Beautiful Beads Made with Dried Flower Petals and Translucent Clay

Peony Flower Petals

“Great idea – using dried flowers as inclusions. I’ve heard of herbs & spices but never dried flowers.” ~Jackie

Every Spring, the Peonies bloom in my front garden. The blossoms grow to an enormous 6″ across in an impressive display of what can be described as velvet glory. And every year, the brilliant flowers gracefully expire by shedding large volumes of colorful petals to the ground below.

Well because of our extra dry weather this year, the petals did not compost so quickly, and they held onto a lot more of their original color than normal. The photo above is a close up of the Peony petals on our driveway… naturally baking in the summer sun.

These flower petals dry to a dark purple red, perfect for inclusion in translucent polymer clay to make beautiful beads.

When using dried flower petals for making inclusion beads, make sure your petals are completely dry. They should be so dry they can be crumbled in your fingers. If there is any moisture left in the petals, they will turn brown and sometimes bubble when the clay is baked.

If you would like to learn more about this wonderful polymer clay bead making technique, click on the following link: Flower Petal Bead Inclusions for Memorable Keepsake Jewelry

And to see some examples of flower petal jewelry created by Marsha Nelson, click here: Polymer Clay Jewelry Made with Several Styles of Flower Petal Beads

What’s been your experience with making flower petal beads. Stories, tips, pictures are all welcome…

Cindy Lietz SignaturePolymer Clay Tutor

  1. Anna Sabina, 13 August, 2009

    I LOVE the smell of Peonies. They are a beautiful flower. Iam sure your yard must be like a piece of heaven when they are in bloom.

  2. Melinda, 13 August, 2009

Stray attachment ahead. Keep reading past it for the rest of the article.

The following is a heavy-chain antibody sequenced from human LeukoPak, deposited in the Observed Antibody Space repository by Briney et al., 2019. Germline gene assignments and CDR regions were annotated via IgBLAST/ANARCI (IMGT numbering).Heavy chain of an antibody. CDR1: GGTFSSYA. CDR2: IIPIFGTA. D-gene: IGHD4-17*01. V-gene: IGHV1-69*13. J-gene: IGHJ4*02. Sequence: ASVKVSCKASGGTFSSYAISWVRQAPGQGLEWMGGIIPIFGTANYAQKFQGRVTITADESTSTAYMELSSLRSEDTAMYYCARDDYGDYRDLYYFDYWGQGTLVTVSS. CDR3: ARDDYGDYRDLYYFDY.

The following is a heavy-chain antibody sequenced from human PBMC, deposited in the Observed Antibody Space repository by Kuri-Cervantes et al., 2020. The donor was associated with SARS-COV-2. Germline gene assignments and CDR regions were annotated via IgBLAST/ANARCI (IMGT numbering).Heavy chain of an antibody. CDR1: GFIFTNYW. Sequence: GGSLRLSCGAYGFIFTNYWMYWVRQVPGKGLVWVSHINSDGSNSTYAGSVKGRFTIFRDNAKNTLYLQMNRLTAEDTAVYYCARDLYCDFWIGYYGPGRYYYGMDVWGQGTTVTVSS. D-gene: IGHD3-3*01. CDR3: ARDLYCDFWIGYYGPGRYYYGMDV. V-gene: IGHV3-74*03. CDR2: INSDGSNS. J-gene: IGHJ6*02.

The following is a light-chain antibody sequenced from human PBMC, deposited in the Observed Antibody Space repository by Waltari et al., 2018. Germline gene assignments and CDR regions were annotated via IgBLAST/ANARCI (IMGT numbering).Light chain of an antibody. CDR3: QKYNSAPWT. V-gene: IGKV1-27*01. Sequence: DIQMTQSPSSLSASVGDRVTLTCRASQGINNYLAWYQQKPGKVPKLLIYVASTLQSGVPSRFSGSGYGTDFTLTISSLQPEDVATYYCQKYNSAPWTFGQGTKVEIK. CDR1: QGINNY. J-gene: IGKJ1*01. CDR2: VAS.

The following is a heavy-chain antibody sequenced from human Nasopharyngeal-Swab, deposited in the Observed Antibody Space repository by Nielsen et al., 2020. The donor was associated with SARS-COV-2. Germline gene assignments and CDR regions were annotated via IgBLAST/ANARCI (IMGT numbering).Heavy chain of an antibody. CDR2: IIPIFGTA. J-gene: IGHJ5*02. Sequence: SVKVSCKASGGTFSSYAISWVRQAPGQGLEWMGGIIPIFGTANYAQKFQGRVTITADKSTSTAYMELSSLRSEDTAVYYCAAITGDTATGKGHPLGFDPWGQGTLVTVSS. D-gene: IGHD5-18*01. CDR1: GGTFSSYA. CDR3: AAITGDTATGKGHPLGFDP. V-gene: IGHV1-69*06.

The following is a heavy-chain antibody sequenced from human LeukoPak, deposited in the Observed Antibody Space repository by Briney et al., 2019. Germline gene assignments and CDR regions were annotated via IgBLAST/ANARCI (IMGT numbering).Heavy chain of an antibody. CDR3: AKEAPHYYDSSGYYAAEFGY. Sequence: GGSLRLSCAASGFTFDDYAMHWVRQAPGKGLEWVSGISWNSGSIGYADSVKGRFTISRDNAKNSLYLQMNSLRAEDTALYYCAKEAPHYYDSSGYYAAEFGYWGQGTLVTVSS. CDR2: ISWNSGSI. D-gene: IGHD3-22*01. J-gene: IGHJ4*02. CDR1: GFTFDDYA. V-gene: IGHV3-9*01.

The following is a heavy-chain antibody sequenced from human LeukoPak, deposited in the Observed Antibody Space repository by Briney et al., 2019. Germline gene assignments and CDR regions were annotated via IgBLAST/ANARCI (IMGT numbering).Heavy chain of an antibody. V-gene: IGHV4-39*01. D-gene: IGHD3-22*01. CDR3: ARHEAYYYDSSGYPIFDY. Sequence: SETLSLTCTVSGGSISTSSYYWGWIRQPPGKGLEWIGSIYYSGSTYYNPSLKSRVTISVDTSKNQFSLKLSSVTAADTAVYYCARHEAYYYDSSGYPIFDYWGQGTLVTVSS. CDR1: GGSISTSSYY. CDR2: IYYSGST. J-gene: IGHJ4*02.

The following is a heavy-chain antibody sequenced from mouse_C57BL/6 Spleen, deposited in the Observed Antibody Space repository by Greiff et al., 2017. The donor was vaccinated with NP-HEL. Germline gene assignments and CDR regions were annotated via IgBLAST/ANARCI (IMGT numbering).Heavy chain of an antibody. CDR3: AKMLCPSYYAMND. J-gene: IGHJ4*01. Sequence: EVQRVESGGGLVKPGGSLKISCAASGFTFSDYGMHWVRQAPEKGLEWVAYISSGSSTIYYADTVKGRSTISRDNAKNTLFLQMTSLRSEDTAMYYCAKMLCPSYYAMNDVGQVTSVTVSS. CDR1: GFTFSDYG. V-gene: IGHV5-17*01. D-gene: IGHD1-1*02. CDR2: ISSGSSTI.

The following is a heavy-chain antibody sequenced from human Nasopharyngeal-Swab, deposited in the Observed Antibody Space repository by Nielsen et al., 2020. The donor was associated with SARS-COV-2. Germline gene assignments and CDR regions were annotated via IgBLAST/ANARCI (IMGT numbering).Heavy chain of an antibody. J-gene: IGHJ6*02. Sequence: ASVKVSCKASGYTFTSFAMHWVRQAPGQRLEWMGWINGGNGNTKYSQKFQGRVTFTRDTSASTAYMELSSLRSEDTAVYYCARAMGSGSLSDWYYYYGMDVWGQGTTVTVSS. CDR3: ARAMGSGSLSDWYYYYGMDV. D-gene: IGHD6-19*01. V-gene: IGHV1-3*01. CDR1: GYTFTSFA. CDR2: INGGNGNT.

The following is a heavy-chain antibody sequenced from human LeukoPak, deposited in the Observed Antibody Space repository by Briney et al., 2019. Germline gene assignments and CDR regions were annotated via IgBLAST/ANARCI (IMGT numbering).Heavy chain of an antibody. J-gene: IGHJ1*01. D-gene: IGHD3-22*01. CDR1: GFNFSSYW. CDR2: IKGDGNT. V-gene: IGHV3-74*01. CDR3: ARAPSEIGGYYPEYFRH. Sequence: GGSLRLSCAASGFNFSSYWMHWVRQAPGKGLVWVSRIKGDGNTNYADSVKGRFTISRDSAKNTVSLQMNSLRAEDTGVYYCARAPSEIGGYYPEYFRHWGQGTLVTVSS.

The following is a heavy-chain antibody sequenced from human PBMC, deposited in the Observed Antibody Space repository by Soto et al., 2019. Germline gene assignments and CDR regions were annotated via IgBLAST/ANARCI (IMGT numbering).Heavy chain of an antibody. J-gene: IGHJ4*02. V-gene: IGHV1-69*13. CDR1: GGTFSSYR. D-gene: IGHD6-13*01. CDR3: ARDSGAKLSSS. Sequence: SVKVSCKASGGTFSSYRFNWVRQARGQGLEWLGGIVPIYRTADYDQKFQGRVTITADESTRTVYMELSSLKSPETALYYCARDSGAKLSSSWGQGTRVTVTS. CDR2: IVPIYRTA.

Peonies are so beautiful. They remind me of growing up. My mom always had huge peony bushes in the yard.

  3. jocelyn, 17 August, 2009

    Also have used dried mint and bayberry leaves as an inclusion in transparent, but the smell isn’t as strong as if you add a few drops of essential oil into the mix before baking.

    Here’s a link that carries the oils, plus some neat little glass bottles and such that are screaming to be adorned in polymer clay, hope you enjoy!

  4. Cindy Lietz, 17 August, 2009

    Jocelyn and others: I wrote an article awhile back about adding scents to polymer clay. There is a few ideas there including how to use essentials oils in the clay. click the link by my name for more info.

  5. Polyanya, 18 August, 2009

    Hi Cindy, I came to your web-site and beginners course when I’d already learned (theoretically at least) quite a bit about polymer clay. I found the course to be an excellent foundation for anyone wanting to learn techniques and I learned a few good tips from you. I was a little frustrated because the information was just that a ‘beginners’ course – I wanted to go much further – but then you do cover a lot of intermediate techniques in the weekly videos. I wished I’d bought the course right at the beginning of my claying journey. I really like your style of teaching, finding you very helpful and cheery. I love how I can go and refresh my memory anytime I want. All in all well worth it! Kind regards.

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